Swallow also identified by name a dairyman who ships to Land O' Lakes to whom he
relayed the overheard conversation "maybe a day or two later." Id. at 31 :21-22.
During his deposition, counsel for Defendants showed Mr. Swallow a map of
Pennsylvania with shading to represent the portion of the state that falls within Federal
Milk Marketing Order 1. Mr. Swallow indicated that his hometown of Milton,
Pennsylvania, as well as the town in which the truck stop is located and the town in
which his client's farm is located, are not within Order 1. He further testified that the
"central/eastern part of Pennsylvania" "where [the DMS] guy works" is also outside of
Order 1 based on the map, which did not show county boundaries. (Doc. 219-1 at 43:1922.)
Case 2:16-cv-00287-cr Document 313 Filed 09/02/20 Page 7 of 13
Conclusions of Law & Analysis.
Whether Mr. Swallow's Deposition Testimony Is An Admission By A
A statement is not hearsay if it is "offered against an opposing party" and "was
made by the party's agent or employee on a matter within the scope of that relationship
and while it existed[.]" Fed. R. Evid. 801(d)(2)(D). "Liberal admissibility" of evidence
under this rule is warranted because "an employee is usually the person best informed
about certain acts committed in the course of his employment, and ... while still
employed an employee is unlikely to make damaging statements about his employer,
unless those statements are true." Pappas v. Middle Earth Condo. Ass 'n, 963 F.2d 534,
537 (2d Cir. 1992).
To render a statement by a party's agent admissible at trial, its proponent must
establish "(1) the existence of the agency relationship, (2) that the statement was made
during the course of the relationship, and (3) that it relates to a matter within the scope of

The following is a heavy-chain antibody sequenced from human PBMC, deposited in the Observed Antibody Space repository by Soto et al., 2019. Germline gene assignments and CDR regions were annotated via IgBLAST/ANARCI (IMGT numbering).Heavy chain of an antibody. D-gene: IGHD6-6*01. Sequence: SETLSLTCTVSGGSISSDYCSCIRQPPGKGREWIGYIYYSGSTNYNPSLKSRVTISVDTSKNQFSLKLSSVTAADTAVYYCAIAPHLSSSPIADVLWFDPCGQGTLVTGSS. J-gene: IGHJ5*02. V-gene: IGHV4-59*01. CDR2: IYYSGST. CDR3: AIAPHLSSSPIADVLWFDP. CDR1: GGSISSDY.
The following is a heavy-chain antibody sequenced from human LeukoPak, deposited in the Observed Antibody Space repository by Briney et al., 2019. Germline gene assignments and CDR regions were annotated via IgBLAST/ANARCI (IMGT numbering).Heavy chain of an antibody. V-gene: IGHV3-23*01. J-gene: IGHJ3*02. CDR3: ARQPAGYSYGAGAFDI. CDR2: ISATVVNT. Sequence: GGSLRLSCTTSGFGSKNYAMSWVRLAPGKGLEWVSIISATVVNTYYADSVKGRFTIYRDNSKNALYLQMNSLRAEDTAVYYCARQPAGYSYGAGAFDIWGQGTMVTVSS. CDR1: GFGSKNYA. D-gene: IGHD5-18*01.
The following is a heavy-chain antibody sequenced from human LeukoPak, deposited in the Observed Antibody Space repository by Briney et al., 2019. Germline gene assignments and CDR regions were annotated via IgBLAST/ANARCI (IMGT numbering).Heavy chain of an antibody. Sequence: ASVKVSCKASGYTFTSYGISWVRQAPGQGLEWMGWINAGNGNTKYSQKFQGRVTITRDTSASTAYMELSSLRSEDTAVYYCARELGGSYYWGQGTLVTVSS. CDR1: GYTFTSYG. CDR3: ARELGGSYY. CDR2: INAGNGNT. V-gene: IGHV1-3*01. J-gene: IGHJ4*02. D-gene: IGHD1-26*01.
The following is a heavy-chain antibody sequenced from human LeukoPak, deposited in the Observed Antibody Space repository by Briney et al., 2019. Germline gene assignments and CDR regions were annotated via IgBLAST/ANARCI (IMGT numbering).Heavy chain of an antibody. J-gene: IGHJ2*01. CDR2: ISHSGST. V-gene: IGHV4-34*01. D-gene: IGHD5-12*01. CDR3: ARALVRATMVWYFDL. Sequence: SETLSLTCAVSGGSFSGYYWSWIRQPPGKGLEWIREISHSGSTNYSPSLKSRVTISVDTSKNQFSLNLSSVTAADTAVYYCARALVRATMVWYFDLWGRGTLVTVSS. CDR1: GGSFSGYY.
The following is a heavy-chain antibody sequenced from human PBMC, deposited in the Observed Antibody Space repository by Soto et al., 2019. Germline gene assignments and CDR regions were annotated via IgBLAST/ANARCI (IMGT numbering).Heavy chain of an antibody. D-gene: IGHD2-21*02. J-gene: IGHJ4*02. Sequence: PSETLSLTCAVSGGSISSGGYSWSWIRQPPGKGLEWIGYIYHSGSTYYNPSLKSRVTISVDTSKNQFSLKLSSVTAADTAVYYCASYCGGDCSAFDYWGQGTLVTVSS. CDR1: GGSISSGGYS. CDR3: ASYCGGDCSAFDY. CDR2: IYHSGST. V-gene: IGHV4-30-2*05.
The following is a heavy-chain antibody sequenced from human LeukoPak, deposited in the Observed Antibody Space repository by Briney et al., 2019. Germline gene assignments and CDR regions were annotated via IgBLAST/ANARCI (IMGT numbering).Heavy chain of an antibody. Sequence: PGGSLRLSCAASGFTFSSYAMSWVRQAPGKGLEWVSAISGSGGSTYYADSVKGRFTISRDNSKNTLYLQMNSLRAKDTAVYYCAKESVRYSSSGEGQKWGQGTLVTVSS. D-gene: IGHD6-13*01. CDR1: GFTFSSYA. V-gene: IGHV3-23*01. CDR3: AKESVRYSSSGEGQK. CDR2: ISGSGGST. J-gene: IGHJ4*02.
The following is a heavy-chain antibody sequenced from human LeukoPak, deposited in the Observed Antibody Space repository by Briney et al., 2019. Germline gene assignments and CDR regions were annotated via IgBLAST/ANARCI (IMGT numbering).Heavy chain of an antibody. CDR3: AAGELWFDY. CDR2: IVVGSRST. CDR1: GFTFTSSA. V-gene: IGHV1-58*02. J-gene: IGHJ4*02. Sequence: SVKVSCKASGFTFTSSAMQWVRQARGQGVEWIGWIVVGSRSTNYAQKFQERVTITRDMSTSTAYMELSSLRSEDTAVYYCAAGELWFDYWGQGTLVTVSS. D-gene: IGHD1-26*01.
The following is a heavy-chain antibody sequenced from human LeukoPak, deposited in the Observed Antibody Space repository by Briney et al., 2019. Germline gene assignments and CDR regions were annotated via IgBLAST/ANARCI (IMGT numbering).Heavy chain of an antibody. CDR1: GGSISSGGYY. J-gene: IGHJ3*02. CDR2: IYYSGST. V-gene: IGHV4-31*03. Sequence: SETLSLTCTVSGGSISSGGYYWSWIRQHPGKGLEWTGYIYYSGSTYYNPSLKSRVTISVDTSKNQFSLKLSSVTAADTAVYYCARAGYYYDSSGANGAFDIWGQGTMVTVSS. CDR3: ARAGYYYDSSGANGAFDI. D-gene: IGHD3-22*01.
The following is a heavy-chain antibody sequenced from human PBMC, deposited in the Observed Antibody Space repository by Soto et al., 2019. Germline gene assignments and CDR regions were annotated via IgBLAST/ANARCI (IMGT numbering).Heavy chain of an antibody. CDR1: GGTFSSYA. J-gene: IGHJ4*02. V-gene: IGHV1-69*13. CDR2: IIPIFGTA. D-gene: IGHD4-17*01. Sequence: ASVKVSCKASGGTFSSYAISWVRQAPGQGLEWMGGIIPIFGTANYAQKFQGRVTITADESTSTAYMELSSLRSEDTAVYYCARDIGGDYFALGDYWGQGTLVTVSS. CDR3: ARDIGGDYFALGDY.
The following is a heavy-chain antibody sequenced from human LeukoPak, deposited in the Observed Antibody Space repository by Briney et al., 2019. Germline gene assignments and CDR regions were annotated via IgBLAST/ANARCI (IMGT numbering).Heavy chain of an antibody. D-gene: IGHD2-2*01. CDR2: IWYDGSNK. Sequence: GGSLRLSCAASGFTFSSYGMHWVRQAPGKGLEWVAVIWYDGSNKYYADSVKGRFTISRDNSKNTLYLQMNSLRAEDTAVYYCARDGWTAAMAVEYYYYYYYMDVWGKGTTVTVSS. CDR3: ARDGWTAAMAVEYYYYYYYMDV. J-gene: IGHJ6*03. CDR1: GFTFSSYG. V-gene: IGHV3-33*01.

the agency." Marcie v. Reinauer Transp. Cos., 397 F.3d 120, 129 (2d Cir. 2005) (citation
omitted). Although the content of a statement alone is insufficient to prove that the
speaker was a party's agent, "circumstantial evidence may establish the scope, as well as
the existence, of the agency relationship." Pappas, 963 F.2d at 538. Plaintiffs, as the
proponent of the testimony, bear the burden of establishing its admissibility by a
preponderance of the evidence. See Bourjaily v. United States, 483 U.S. 171, 175 (1987)
("We have traditionally required that [preliminary factual questions] be established by a
preponderance of proof.").
A declarant' s apparel displaying a corporate logo may constitute evidence that he
or she is employed by that company. However, the inference of employment based on a
uniform or nametag is generally corroborated by other evidence, such as the declarant's
physical presence in an associated place of business. See, e.g., Davis v. Mobil Oil Exp!. &
Producing Se., 864 F.2d 1171, 1173-74 (9th Cir. 1987) (holding statement of an
"unidentified Mobil company man" wearing a Mobil hard hat was properly admitted
under Rule 801(d)(2)(D) where the plaintiffs "two co-workers testified unequivocally
Case 2:16-cv-00287-cr Document 313 Filed 09/02/20 Page 8 of 13
that the individual ... was a Mobil company man"); Smith v. Pathmark Stores, Inc., 485
F. Supp. 2d 235, 238 (E.D.N.Y. 2007) (finding sufficient evidence that declarant was
defendant's employee where he wore a Pathmark nametag and spoke to plaintiff in a
Plaintiffs cite Yepez v. 44 Court Street LLC, 994 F. Supp. 2d 333, 336 (E.D.N.Y.
2014) in support of their argument that the DMS logo, in conjunction with the speaker's
statements, is sufficient circumstantial evidence to sustain the conclusion that he was a
DMS dairy inspector. In Yepez, the plaintiff alleged that a Duane Reade drugstore failed
to comply with the requirements of the Americans with Disabilities Act, and sought to